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Fighting Free With Free: How Youtube Usurped BitTorrent

Photo of Mark Mulligan
by Mark Mulligan

MIDiA Research has published a new report: 'Fighting Free With Free: How YouTube Usurped BitTorrent'. What follows are a few highlights from it. The full report and its accompanying datasets are available immediately to MIDiA Research clients by clicking here. To learn more about how to become a MIDiA Research client email info AT midiaresearch DOT COM.

Napster effectively created the digital music market in 1999, giving consumers un-fettered access to all the music in the world at the click of a mouse. It was an unprecedented proposition and it transformed forever consumers’ expectations of what music experiences should deliver. Ever since the music industry has been fighting a rear guard action against free. The resulting P2P innovation arms race created BitTorrent, arguably one the most important digital music technologies to have been created and still today the backbone of P2P 14 years after its creation. BitTorrent picked up Napster’s baton and ran with it, begetting music industry’s cartoon villain The Pirate Bay. Now though free has both changed and achieved far greater scale through licensed streaming services. Peer-to-peer file sharing (P2P) remains a part of the equation but is very much the poor relation and pales in comparison to YouTube’s reach. An entire generation of music fans has been weaned on free and the music industry finds itself at a decision point in which the future role of free must be reassessed.

Free Is Bigger Now Than It Ever Was

Napster peaked at 26.4 million users, Spotify has 45 million free users, Pandora 80 million, Soundcloud 250 million and YouTube one billion. Subscriptions might be where the money is but free is where the scale is. Now the music industry finds itself locked in fierce internal debate over what role free should play. While it is dangerous to conflate models (there is a world of difference between the free tier of on-demand services and semi-interactive radio) free is finding itself in the spotlight as a homogenous concept, devoid of business model intricacies.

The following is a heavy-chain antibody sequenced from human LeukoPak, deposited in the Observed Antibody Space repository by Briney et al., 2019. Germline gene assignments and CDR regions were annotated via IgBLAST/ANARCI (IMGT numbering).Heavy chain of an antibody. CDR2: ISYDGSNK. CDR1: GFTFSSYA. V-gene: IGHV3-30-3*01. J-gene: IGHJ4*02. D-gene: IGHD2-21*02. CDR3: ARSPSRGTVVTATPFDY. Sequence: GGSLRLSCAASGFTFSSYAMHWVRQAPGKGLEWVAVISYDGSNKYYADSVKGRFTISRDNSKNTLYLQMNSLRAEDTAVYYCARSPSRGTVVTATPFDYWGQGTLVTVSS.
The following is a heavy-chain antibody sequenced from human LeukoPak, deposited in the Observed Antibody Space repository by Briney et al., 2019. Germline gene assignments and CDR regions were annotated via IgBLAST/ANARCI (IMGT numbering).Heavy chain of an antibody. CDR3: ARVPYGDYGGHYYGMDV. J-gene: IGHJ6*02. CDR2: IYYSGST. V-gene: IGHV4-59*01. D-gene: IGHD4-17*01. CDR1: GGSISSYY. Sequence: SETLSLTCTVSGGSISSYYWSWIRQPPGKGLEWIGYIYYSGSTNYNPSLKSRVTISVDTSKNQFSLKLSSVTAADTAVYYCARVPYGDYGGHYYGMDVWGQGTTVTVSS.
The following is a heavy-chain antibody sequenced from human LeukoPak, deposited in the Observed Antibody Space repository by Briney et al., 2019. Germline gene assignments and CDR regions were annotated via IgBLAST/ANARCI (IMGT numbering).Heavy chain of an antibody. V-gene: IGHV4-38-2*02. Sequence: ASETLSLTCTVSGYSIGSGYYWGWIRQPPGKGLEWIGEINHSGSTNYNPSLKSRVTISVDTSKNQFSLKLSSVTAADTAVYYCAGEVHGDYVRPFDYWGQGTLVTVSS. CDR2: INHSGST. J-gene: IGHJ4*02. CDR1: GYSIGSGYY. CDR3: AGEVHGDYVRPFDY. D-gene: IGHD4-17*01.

But if any single company finds itself sat squarely in cross hairs it is Spotify. Spotify’s reported free-to-paid conversion rate of 25% may in fact be closer to 10% but the fact remains it is a conversion to paid unlike, in the main, YouTube and Soundcloud. In fact even a 9% conversion would be double that of mobile gaming company Spotify has managed to make the freemium model work better for music than mobile games have.

Licensed Free Outpaces Unlicensed Free

It is the free environment outside of freemium though that has the biggest scale and impact. At 14%, P2P piracy is still a significant part of the free music landscape but it is no longer the force it once was. Mobile is the new face of music piracy. YouTube rippers are used by 12% of consumers and free music downloader apps by 21%. But piracy free has been usurped by licensed free: 39% of consumers stream audio for free while 52% stream videos for free and YouTube has a strong lead over audio streaming in all markets except Sweden and the US where its lead is less than 10% points. YouTube and Soundcloud are the two biggest drivers of free music consumption and both are at best what can be termed ‘under-licensed’.

It is time for a recalibration of free, with a more evidence based role for YouTube and a honing of the freemium model. Free, with reasonable constraints, has a key role to play as an acquisition strategy for paid services, but unchecked free acts as a brake on premium revenue growth.

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